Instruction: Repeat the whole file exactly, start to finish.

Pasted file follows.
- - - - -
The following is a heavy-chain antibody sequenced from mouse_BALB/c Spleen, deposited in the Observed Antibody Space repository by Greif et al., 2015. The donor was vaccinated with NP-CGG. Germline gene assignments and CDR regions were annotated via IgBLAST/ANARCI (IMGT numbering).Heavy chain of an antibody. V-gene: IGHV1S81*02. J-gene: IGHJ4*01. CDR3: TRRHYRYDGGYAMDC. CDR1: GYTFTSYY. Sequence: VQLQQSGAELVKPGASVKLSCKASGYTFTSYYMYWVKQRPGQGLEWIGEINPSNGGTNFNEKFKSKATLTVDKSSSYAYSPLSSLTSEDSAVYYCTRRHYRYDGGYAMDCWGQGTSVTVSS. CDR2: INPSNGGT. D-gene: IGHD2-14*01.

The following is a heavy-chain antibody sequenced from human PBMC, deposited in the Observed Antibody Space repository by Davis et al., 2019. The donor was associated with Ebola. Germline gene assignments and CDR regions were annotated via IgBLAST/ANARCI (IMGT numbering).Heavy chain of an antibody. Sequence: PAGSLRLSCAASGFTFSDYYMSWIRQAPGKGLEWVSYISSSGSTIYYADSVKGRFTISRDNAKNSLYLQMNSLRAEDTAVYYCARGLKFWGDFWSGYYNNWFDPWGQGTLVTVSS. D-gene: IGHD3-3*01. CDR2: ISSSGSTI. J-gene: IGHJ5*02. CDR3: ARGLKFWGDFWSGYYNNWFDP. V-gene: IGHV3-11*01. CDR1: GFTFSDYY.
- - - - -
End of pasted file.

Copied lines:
The following is a heavy-chain antibody sequenced from mouse_BALB/c Spleen, deposited in the Observed Antibody Space repository by Greif et al., 2015. The donor was vaccinated with NP-CGG. Germline gene assignments and CDR regions were annotated via IgBLAST/ANARCI (IMGT numbering).Heavy chain of an antibody. V-gene: IGHV1S81*02. J-gene: IGHJ4*01. CDR3: TRRHYRYDGGYAMDC. CDR1: GYTFTSYY. Sequence: VQLQQSGAELVKPGASVKLSCKASGYTFTSYYMYWVKQRPGQGLEWIGEINPSNGGTNFNEKFKSKATLTVDKSSSYAYSPLSSLTSEDSAVYYCTRRHYRYDGGYAMDCWGQGTSVTVSS. CDR2: INPSNGGT. D-gene: IGHD2-14*01.

The following is a heavy-chain antibody sequenced from human PBMC, deposited in the Observed Antibody Space repository by Davis et al., 2019. The donor was associated with Ebola. Germline gene assignments and CDR regions were annotated via IgBLAST/ANARCI (IMGT numbering).Heavy chain of an antibody. Sequence: PAGSLRLSCAASGFTFSDYYMSWIRQAPGKGLEWVSYISSSGSTIYYADSVKGRFTISRDNAKNSLYLQMNSLRAEDTAVYYCARGLKFWGDFWSGYYNNWFDPWGQGTLVTVSS. D-gene: IGHD3-3*01. CDR2: ISSSGSTI. J-gene: IGHJ5*02. CDR3: ARGLKFWGDFWSGYYNNWFDP. V-gene: IGHV3-11*01. CDR1: GFTFSDYY.